Tag: fraud

Stock losses, fraud not top-of-mind in SA

South African businesses need a different mindset to address ongoing stock losses and fraud.

In the absence of a “proper” risk mitigation plan and loss control blueprint, South African business owners will never really address the critical levels of theft and fraud impacting on our economy, according to commercial investigator and international risk consultant, Kyle Condon (Managing Director at D&K Management Consultants).

“Experience has taught me that trust and effective loss control do not go together. We live in a society that has criminal presence constantly lurking around us. Old style security measures and trusting of everybody have left businesses open to losses like an open wound exposed to a sewer. Employees need to be watched continuously and loss control tactics need to be revised to accommodate this,” says Condon.

With many businesses operating on shoe-string budgets, security is often one of the first things to go. Ironically, says Condon; “it should be one of the portfolios that get additional budget assistance. When, companies cut security, those employees that were always dissuaded from going through with criminal action often go over the edge and ‘raid the cookie jar’.”

While South Africa has one of the most corrupt governments sketched on the political portrait, expecting every employee to behave in a moral honest way is far from realistic. We see what our leaders do and follow suit.

Sadly, most companies choose to ignore this red flag and continue to fool themselves into believing that the presence of a uniformed security officer or two is adequate to prevent and deal with internal criminal activity. Condon believes that “old school” security is a thing of the past. “It is time we accept that our businesses, like our homes, require proper defences,” states Condon.

So, what exactly does this mean?

“Our business sector has major structural employment weaknesses, due largely to political pressures, window-dressed appointments and fear of union retribution, this has led to a breakdown of strong policies and procedures that existed in the past. Many managers are just too afraid to confront the issues or speak out in fear of being branded or painted with the race brush. And, as a result, policies and zero tolerance are eroded. Unions have gained a lot of power, often holding companies to “ransom” when it comes to enforcing strong security measures. Polygraphs, for example, are always declined by Union reps, searching procedures get labelled as an invasion of one’s privacy, etc. Old school security methods have been watered down to create a mere ‘illusion of loss control’,” he says.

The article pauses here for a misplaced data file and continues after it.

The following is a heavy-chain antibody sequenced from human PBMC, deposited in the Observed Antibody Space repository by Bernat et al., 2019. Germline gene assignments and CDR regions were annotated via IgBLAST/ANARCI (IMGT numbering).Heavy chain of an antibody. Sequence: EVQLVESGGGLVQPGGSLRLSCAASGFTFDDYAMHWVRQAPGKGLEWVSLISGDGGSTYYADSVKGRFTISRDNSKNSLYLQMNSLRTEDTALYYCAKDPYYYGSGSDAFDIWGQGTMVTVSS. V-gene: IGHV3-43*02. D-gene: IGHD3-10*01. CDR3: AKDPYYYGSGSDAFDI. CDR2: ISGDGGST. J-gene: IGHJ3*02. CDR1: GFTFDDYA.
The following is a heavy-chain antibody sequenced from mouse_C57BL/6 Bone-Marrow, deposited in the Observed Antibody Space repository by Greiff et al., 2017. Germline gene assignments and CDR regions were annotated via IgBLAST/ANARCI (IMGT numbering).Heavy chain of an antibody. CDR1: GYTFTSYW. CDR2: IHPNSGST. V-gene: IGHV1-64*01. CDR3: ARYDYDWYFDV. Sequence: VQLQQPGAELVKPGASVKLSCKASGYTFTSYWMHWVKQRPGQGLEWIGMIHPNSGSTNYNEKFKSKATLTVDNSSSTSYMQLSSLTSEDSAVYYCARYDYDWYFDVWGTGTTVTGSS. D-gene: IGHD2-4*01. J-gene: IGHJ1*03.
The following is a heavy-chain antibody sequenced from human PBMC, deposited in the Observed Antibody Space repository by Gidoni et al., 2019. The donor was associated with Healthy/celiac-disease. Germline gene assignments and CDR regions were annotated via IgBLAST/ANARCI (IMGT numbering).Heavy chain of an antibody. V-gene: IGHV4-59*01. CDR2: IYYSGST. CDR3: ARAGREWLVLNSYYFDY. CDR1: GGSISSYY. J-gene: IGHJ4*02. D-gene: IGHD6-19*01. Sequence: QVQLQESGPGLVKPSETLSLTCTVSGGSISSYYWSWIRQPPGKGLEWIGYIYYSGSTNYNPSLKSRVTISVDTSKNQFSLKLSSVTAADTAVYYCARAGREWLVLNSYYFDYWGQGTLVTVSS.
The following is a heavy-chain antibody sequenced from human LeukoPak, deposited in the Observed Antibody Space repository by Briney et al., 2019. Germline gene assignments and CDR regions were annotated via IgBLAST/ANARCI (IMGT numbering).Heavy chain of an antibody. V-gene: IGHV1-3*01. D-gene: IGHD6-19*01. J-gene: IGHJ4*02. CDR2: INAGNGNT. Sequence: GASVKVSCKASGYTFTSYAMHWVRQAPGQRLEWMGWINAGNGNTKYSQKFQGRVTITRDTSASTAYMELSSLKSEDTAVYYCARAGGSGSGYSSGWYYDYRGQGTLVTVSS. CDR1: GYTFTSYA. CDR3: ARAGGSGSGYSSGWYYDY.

Modern day loss control and security plans must include the following key concepts:

• Internal investigation specialists (undercover agents) deployed as, I like to say, ‘modern day spies’.
• Quarterly sweeping and debugging of executive offices and meeting rooms.
• Strike action plans, designed specifically for the individual company and its employees to provide proper Duty of Care during strike action.
• Alignment with a reputable forensic investigator or company who understands the methods, methodology and principles of fraud and financial crimes, in the workplace.
• Thorough pre-employment screening of new candidates, including checking of criminal records through fingerprinting.
• A steadfast CCTV viewing plan conducted off site by an independent viewer, providing monthly viewing reports covering all aspects of risky behaviour, suspicious actions and overall health and safety concerns.
• Travel risk reports, for employees traveling to potentially hostile environments both locally and internationally. This would include arranging VIP protection, where needed.
• Annual security surveys to address all shortcomings of the physical security measures of the business.
• Due diligence must become part and parcel of the sales teams’ portfolios, before stock or material leaves for suspicious clients an investigation unit should first check out that all is above-board, and that you are not being scammed.
• Handing over the time consuming and demanding security portfolio to a dedicated and qualified loss control manager.

“I do not agree with companies splitting up the security portfolio and contracting various players for various things. Managing this portfolio is a job that requires full time participation. This is exactly what D&K Management Consultants does for its clients. We provide the correct expertise in one unique portfolio designed around modern-day risk,” says Condon.

“We are in many ways a country at war with itself, and business is not spared any of the risks that a ‘war’ environment brings. Therefore, defending your company requires a modern day ‘warfare’ approach. Intelligence, logic, expertise and strategy have replaced uniforms, guns and electric fences to a large extent”, Condon says, as he smiles.

PC distributor Mustek is assisting the City of Johannesburg (COJ) in a case where the city paid R6-million for 500 desktop computers to a service provider but the PCs were never delivered to the municipality.